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'22 Jump Street': Jonah Hill, Channing Tatum back as cop buddies

Jonah Hill, right, and Channing Tatum in Columbia

Jonah Hill, right, and Channing Tatum in Columbia Pictures' "22 Jump Street." Credit: AP / Glen Wilson

"There's only one thing more dangerous than making them mad: Making them partners ..."

The situation is as follows: You're on a quiz show. The category is "Cop-Buddy Movies." All you have to do to win $350million is to know what film -- and which immortal duo -- the above marketing slogan refers to.

No, it's not so easy. The cop-buddy genre is, after all, one of the most popular and resilient in American films. The list of characters and films built on odd-couple casting and mismatched marriages of law-enforcement personnel constitutes a virtual pandemic. The formulae have manifested themselves in every imaginable permutation -- white-white, black-black, black-white, white-Asian, black-Asian, hipster-doofus, hipster-hipster, human-alien, human-canine and in one case female-female ("The Heat"). It is a cultural phenomenon. And it will be perpetrated further this Friday when "22 Jump Street" opens in theaters.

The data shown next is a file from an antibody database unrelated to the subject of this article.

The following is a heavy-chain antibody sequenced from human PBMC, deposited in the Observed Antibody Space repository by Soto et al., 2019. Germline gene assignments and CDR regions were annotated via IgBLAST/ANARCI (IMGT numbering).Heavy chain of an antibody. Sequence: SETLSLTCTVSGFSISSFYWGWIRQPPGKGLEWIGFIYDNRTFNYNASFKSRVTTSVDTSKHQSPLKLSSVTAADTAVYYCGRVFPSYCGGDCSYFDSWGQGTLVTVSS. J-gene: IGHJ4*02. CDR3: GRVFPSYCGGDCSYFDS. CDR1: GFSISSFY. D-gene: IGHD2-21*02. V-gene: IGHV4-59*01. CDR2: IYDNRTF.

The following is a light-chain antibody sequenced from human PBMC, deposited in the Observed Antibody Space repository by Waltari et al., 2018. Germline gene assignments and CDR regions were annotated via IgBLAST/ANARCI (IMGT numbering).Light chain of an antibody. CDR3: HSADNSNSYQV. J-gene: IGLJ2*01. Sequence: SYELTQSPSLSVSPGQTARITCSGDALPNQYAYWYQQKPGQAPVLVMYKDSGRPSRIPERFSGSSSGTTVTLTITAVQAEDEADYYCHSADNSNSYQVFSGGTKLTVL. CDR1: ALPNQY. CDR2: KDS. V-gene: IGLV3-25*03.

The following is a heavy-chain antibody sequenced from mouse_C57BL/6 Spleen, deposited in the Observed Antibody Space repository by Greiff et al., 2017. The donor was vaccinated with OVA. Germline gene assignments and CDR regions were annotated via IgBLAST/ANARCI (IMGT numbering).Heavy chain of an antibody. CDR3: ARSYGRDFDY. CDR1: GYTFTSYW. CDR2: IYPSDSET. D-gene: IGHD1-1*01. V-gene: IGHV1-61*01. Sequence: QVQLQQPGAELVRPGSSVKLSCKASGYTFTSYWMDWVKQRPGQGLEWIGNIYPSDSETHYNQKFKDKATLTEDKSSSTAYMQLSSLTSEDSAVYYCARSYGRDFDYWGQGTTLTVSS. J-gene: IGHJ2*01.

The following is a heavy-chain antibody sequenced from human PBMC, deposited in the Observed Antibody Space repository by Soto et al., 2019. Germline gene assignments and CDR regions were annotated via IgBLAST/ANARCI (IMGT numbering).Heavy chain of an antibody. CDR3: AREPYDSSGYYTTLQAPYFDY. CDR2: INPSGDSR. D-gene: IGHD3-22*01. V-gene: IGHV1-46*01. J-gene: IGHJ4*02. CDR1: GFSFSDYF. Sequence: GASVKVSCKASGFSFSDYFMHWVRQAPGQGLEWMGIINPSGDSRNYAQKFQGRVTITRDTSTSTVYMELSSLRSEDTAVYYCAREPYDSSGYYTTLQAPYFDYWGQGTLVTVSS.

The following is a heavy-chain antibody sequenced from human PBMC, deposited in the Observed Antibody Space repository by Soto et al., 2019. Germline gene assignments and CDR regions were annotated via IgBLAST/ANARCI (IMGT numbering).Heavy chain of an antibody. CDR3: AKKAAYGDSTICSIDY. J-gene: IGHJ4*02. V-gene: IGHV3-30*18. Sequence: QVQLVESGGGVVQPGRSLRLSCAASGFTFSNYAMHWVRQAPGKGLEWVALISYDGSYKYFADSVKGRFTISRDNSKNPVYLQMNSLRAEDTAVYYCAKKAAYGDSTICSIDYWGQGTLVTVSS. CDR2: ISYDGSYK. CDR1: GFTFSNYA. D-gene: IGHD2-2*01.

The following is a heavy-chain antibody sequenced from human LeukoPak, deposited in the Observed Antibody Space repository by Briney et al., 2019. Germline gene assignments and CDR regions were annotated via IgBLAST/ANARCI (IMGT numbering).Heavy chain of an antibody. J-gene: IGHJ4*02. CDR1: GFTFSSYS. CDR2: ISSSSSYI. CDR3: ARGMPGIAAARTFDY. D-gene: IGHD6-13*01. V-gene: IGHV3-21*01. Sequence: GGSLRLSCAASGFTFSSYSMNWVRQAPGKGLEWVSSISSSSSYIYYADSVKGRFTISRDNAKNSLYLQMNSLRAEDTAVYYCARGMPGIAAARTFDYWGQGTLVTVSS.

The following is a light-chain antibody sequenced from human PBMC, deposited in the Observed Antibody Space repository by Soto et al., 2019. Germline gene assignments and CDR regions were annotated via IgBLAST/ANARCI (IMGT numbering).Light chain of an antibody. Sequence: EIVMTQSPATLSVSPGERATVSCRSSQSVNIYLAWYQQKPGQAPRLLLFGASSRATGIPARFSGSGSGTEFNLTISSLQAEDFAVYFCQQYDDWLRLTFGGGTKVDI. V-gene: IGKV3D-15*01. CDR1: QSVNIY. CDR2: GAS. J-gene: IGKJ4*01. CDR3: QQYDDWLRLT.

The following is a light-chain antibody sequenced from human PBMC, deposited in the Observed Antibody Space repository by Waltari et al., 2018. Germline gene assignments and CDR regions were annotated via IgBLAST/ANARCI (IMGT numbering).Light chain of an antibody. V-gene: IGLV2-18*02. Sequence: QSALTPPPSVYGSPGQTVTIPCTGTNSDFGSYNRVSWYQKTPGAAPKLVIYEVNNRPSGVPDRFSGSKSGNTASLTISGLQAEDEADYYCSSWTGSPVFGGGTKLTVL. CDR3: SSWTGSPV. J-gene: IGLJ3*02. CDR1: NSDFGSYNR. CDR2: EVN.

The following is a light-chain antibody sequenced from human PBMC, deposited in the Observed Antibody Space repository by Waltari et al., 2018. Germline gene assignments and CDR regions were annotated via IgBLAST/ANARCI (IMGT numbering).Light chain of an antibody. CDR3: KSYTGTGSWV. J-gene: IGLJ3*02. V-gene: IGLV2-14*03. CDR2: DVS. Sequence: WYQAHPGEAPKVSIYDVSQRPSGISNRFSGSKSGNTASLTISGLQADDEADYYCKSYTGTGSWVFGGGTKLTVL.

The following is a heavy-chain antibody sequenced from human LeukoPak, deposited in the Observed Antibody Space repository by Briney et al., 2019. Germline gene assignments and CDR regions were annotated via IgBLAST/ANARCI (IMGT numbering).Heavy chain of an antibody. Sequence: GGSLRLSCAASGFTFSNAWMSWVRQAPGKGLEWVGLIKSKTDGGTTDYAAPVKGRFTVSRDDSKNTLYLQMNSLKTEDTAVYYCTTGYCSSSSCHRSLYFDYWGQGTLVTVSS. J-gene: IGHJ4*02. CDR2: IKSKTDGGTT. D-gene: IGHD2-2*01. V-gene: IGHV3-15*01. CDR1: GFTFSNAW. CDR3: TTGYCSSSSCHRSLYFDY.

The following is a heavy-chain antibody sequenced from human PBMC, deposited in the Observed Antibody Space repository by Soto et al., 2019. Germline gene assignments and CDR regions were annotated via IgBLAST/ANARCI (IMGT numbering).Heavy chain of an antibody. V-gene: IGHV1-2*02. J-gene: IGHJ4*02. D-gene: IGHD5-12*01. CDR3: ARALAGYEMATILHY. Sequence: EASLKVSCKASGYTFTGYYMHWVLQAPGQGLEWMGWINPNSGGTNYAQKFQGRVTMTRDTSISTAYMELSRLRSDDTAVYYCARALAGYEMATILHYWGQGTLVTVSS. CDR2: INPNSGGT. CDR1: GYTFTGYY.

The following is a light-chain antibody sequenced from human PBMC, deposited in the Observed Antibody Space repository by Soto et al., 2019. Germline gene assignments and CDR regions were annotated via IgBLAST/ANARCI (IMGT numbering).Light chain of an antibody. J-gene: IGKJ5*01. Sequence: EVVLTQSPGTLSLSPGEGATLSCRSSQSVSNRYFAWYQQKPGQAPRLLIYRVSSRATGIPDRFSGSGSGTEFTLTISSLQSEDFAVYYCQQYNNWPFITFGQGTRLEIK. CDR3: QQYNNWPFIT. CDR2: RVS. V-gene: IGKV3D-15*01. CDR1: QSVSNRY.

The original Fox TV series "21 Jump Street" introduced Johnny Depp and aired from 1987 to '91. It only became a buddy movie in 2012, when, in the movie of the same name, Jonah Hill and Channing Tatum were teamed as the underachieving detectives Schmidt and Jenko, who are sent back to high school as counterfeit teenagers assigned to breaking up a drug ring.

In "22 Jump Street," they're off to college, admission standards having plummeted, and will again impersonate students in order to squash a new drug epidemic, and to give directors Phil Lord and Christopher Miller an excuse to include spring break, debauchery, beer and bikinis in their movie.

But the answer to the riddle above is not, in fact, "22 Jump Street." So what is it?